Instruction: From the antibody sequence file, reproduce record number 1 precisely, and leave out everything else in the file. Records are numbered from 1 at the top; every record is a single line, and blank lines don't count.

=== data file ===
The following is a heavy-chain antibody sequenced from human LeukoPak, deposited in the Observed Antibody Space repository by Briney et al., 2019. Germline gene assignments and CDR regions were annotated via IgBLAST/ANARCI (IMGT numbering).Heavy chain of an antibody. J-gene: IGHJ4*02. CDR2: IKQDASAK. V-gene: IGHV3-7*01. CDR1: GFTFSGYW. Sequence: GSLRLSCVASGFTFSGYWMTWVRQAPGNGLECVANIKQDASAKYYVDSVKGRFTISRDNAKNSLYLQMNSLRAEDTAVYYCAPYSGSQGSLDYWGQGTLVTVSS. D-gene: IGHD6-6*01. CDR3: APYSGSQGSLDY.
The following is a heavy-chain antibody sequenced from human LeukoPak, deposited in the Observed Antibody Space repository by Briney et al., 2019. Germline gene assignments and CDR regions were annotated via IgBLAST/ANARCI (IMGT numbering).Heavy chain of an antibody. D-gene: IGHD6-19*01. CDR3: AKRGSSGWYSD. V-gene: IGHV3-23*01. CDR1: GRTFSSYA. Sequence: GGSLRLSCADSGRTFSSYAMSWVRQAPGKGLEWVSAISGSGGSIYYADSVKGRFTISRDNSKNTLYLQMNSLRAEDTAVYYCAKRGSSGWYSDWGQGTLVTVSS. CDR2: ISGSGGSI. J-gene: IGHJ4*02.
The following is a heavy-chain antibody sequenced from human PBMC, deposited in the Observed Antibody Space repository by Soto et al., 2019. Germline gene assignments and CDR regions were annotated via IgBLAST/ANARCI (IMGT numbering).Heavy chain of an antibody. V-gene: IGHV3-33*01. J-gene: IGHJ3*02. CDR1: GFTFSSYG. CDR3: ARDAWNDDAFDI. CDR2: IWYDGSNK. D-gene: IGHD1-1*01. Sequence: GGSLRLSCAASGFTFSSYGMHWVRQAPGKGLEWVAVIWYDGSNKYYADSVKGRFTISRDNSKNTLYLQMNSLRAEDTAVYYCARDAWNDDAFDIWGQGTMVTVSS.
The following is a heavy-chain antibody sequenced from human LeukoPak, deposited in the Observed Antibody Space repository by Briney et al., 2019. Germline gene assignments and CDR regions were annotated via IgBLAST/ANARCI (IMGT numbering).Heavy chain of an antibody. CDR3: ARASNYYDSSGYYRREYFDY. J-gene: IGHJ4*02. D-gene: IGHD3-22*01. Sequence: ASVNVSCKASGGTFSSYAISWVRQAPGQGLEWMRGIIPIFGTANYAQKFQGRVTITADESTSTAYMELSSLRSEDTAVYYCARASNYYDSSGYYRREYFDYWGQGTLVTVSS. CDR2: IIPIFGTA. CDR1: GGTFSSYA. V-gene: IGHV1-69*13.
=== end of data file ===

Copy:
The following is a heavy-chain antibody sequenced from human LeukoPak, deposited in the Observed Antibody Space repository by Briney et al., 2019. Germline gene assignments and CDR regions were annotated via IgBLAST/ANARCI (IMGT numbering).Heavy chain of an antibody. J-gene: IGHJ4*02. CDR2: IKQDASAK. V-gene: IGHV3-7*01. CDR1: GFTFSGYW. Sequence: GSLRLSCVASGFTFSGYWMTWVRQAPGNGLECVANIKQDASAKYYVDSVKGRFTISRDNAKNSLYLQMNSLRAEDTAVYYCAPYSGSQGSLDYWGQGTLVTVSS. D-gene: IGHD6-6*01. CDR3: APYSGSQGSLDY.